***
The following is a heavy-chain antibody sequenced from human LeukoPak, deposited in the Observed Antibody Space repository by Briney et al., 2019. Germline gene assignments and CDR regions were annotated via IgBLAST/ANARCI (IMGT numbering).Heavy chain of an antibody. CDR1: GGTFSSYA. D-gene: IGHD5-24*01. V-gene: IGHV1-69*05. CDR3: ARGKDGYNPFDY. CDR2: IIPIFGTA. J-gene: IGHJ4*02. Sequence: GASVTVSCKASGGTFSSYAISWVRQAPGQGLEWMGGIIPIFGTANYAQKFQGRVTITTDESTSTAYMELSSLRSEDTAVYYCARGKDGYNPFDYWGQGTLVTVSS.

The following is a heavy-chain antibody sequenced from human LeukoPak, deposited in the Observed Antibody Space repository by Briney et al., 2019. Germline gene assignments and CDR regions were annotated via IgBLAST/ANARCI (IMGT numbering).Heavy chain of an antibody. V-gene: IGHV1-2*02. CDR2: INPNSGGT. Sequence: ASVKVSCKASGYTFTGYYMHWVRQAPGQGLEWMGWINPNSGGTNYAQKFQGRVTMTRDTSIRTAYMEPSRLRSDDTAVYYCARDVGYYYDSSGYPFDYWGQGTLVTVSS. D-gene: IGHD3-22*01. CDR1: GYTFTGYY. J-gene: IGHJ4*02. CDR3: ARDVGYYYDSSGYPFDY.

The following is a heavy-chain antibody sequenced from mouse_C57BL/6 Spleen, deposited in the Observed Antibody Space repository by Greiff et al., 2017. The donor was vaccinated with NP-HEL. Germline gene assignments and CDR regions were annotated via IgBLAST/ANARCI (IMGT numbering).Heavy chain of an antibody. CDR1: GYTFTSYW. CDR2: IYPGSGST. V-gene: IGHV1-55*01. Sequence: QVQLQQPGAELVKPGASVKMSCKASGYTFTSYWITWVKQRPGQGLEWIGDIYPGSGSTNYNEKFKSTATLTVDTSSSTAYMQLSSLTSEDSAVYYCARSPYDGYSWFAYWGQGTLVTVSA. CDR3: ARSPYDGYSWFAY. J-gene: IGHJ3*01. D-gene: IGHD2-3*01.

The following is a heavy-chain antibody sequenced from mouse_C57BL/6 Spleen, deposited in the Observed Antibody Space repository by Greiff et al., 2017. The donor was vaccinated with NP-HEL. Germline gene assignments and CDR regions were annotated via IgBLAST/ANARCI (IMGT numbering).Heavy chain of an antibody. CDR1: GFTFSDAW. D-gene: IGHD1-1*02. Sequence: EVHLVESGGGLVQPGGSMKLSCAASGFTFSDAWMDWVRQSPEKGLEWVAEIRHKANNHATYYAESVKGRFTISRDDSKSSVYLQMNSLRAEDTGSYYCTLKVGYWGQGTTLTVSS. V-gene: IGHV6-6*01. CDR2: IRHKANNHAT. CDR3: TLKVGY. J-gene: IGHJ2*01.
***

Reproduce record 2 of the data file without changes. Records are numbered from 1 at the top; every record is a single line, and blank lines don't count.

The following is a heavy-chain antibody sequenced from human LeukoPak, deposited in the Observed Antibody Space repository by Briney et al., 2019. Germline gene assignments and CDR regions were annotated via IgBLAST/ANARCI (IMGT numbering).Heavy chain of an antibody. V-gene: IGHV1-2*02. CDR2: INPNSGGT. Sequence: ASVKVSCKASGYTFTGYYMHWVRQAPGQGLEWMGWINPNSGGTNYAQKFQGRVTMTRDTSIRTAYMEPSRLRSDDTAVYYCARDVGYYYDSSGYPFDYWGQGTLVTVSS. D-gene: IGHD3-22*01. CDR1: GYTFTGYY. J-gene: IGHJ4*02. CDR3: ARDVGYYYDSSGYPFDY.